COMPUTER VIRUS ON THE HILL
November 2, 2007
The Internet Tax Freedom Act, which imposes a moratorium on discriminatory Internet taxes, has been extended for an additional 7 years. But without a permanent moratorium, this issue will have to be visited again in 2014, says Pamela Villarreal, a policy analyst for the National Center for Policy Analysis.
The potential consequences of taxing the Internet are significant. For example:
- Internet taxes could up to 20 percent to the average bill.
- The American Consumer Union Institute reports that a 10 percent tax would reduce broadband market revenues by 12 percent.
- Furthermore, low-income consumers would likely drop their services of defer switching from dial-up to the more speedier broadband.
The National Governor's Association supported a "reasonable" extension of the moratorium -- a compromise, so to speak. It would prohibit the taxing of email and instant messages, but anything other Internet data has the potential to be taxed.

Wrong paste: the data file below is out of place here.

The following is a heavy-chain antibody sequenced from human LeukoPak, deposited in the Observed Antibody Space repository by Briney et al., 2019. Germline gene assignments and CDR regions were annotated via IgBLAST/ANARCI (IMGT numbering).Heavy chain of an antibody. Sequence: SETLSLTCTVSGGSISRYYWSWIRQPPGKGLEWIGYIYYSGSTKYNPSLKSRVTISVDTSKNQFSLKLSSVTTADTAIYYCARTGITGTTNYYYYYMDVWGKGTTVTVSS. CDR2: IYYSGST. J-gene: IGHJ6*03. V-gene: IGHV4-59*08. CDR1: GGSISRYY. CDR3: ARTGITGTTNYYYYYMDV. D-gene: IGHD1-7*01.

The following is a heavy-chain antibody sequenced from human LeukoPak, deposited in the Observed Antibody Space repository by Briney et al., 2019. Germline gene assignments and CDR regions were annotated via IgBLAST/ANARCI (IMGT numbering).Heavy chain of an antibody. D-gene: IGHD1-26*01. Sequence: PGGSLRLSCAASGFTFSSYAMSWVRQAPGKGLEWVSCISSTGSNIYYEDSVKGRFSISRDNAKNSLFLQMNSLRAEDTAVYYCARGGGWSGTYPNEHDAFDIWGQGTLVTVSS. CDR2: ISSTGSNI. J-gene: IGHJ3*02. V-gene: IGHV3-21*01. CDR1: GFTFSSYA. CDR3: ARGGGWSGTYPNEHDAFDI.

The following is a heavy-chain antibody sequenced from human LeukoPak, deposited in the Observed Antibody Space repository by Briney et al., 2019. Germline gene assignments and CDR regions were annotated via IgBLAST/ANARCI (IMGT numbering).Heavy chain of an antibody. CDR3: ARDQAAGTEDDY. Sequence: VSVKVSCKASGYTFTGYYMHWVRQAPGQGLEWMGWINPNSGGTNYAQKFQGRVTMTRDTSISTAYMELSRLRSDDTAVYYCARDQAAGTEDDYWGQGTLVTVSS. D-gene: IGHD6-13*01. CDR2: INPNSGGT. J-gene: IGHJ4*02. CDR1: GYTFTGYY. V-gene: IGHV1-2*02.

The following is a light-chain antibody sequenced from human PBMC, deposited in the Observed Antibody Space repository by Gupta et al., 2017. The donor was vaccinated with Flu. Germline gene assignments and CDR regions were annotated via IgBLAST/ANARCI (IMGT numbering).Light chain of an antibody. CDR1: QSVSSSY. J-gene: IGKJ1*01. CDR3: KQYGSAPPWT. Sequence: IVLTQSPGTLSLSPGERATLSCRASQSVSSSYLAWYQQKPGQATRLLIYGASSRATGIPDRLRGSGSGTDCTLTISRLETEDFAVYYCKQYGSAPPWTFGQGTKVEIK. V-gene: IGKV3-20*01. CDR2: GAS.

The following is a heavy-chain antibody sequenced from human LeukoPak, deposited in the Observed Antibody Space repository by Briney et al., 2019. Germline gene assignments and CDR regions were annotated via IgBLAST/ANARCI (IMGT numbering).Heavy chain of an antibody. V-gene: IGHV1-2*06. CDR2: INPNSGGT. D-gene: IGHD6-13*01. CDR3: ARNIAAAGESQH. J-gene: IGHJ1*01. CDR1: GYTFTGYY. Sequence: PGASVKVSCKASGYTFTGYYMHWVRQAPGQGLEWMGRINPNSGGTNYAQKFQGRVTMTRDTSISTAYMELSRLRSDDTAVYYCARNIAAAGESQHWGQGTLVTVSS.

Governors argue that their states are losing valuable tax revenue, but the Government Accountability Office reports that in 2004, among "grandfathered" states that collected taxes on Internet access, all but two of them received less then $10 million in revenue, just a fraction of their total state tax revenues.
The lack of a permanent moratorium will leave Congress wringing their hands over this issue in 2014, says Villarreal.
Source: Pamela Villarreal, "Computer Virus on the Hill," Washington Times, November 2, 2007.
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